Jack said he could recognise religious paintings and these were quite different. They were clan totems and they marked boundaries. They were there to say where one clan's rights ended and another's began.

We went down onto the mud flats to see what we could find. Jack said he used to go there when he was a boy. He and his mates would camp out and live off what they caught and what their mums had provided.

The old traps consisted of pools and channels lined with stones. Fish got lost in the channels and ended up stranded in the pools. You could take the fish or leave them to swim to freedom at the next high tide. If need be, you could block off channels with stones to stop fish escaping.

The Aboriginal people never took to farming. Having tried to grow things in Australia's harsh climate. I'm not surprised. Why farm when so much is freely available?


23 Climate change



I am not going to get involved in the reasons for climate change. That has become a highly politicised subject and is best avoided when you want to talk about outcomes. Suffice it to say that climate is changing all the time and sometimes with profound consequences for landforms and lifestyles.

The Great Barrier Reef owes its existence to climate change. The story of how this happened was being researched when I took a job at James Cook University in Townsville as its press officer. That was back in the 1980s and the university was one of the few scientific research establishments in northern Australia.

The university's geologists and marine scientists combined in a joint project to drill into the reef and take core samples. They proceeded in much the same way as archaeologists do when they dig to uncover the past. The project was condemned by green activists who claimed (quite erroneously) that the researchers were drilling for oil.

The scientists ignored the protests and went ahead with the full approval of the Great Barrier Reef Marine Park Authority, which is responsible for the preservation of the Reef.

We now know that the Reef, in its present form, dates from the end of the last Ice Age, 18,000 years ago. At that time, vast amounts of water were locked away as ice in Antarctica and elsewhere. Sea levels were 120 metres (400 ft) lower than at present. When the ice melted, the sea rose and made its way inland.

In those not-so-far-off days, a string of low hills dotted the coast of what is now northern Queensland. They were the eroded remnants of an earlier barrier reef and were covered in vegetation. The rising water reached the hills and made islands of them.

Coral animals were washed in from the continental shelf and formed fringing reefs about the islands. The reefs grew upwards as the water continued to rise. Since coral needs light to grow and prosper, the growth was fastest in the shallows. Corals in low-lying areas got left behind and died. The result was a string of sharply defined reefs along the line of the former barrier reef. In a sense, the old reef system was reborn.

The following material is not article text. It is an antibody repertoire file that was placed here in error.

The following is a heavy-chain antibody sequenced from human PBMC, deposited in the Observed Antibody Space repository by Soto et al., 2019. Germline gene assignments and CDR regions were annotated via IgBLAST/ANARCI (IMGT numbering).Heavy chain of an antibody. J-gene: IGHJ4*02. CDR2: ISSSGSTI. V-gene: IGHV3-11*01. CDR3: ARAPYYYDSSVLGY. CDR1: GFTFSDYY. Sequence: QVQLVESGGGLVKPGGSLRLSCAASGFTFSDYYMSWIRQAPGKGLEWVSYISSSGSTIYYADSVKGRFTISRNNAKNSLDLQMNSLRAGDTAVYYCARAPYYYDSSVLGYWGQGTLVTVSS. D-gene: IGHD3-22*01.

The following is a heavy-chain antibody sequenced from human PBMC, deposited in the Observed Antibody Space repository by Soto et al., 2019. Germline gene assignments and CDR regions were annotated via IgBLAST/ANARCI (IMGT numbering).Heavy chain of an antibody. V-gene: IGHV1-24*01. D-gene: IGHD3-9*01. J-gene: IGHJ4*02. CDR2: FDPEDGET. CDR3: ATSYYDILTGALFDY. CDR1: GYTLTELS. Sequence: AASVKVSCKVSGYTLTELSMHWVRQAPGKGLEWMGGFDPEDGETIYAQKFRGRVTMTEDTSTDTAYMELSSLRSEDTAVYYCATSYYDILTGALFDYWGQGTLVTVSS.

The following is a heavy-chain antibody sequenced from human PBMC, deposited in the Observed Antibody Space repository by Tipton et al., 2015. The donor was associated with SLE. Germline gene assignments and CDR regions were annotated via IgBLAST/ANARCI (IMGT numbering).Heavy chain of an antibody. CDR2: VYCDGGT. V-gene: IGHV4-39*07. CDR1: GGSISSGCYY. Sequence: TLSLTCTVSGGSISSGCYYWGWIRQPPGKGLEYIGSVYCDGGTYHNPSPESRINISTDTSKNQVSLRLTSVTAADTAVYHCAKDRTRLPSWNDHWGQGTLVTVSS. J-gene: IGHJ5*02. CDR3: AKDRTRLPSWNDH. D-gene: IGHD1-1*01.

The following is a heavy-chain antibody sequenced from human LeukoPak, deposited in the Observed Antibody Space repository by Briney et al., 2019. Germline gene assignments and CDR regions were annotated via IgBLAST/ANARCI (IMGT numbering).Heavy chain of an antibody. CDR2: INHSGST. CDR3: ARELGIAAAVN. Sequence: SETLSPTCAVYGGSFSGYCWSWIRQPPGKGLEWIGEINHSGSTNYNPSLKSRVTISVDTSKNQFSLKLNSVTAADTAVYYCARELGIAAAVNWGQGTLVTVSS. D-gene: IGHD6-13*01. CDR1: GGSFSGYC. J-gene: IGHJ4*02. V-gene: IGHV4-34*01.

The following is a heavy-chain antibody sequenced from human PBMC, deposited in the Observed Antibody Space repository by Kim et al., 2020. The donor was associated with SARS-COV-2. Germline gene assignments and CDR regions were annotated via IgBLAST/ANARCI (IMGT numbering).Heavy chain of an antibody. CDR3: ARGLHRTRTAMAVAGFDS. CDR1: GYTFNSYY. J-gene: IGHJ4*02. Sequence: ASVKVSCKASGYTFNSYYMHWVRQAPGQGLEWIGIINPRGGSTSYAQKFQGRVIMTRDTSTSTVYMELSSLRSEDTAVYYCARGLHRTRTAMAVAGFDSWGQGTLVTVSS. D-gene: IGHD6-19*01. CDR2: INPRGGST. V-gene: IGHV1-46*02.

About 6000 years ago, the melting largely ceased and the sea reached something like its present level. This had a variety of consequences and one was the development of reef flats. Corals cannot live out of water for more than a few hours. The sea is flat and that sets a limit to growth in the upward direction.

If you dive on the Barrier Reef, you will come upon extensive areas of reef flat. The corals that grow there are robust ... built to withstand crashing waves. If you venture to the edge of the flats you will often encounter a cliff-like drop-off. The corals that live on the drop-off tend to protrude outwards to catch the light. Further down, in calmer waters, more delicate corals grow.

In geological terms, the Barrier Reef is very young. It is old by human standards but not so old as one might think. Aboriginal people were living in Australia when the Ice Age came to an end 18,000 years ago.

One of my friends is an archaeologist and he obtained carbon dates for that period from material in cave deposits on the nearby mainland. He concluded that the ancient coastal hills would have been tribal lands. People would have hunted and made their homes upon them. Did they known the sea was swallowing up their land?

It was an interesting question and we decided to speak to geologists.. They told us that the rise in sea level was neither continuous nor steady. Decades might pass and little would happen. Then a rapid change could cause the shoreline to advance by as much as 10 metres a year in some places.

We thought of the fish traps built by Aboriginal people and still in working order. An advance of 10 metres a year would engulf them within a decade. Whole tribal lands would be lost within a human lifetime. Then we thought of other parts of the world and recalled that the Indonesian islands had been joined to the Asian mainland during the Ice Age and the North Sea had once been dry land.

I pictured my northern European ancestors following bison over the vast expanse of tundra between Scandinavia and the western highlands that would one day become the island of Great Britain. New obstacles would arise. Lakes would form and get bigger. The sea would encroach and eventually the herds would cease their migrations. In time, the hunters would need more than a canoe to visit their relatives on the other side of the North Sea.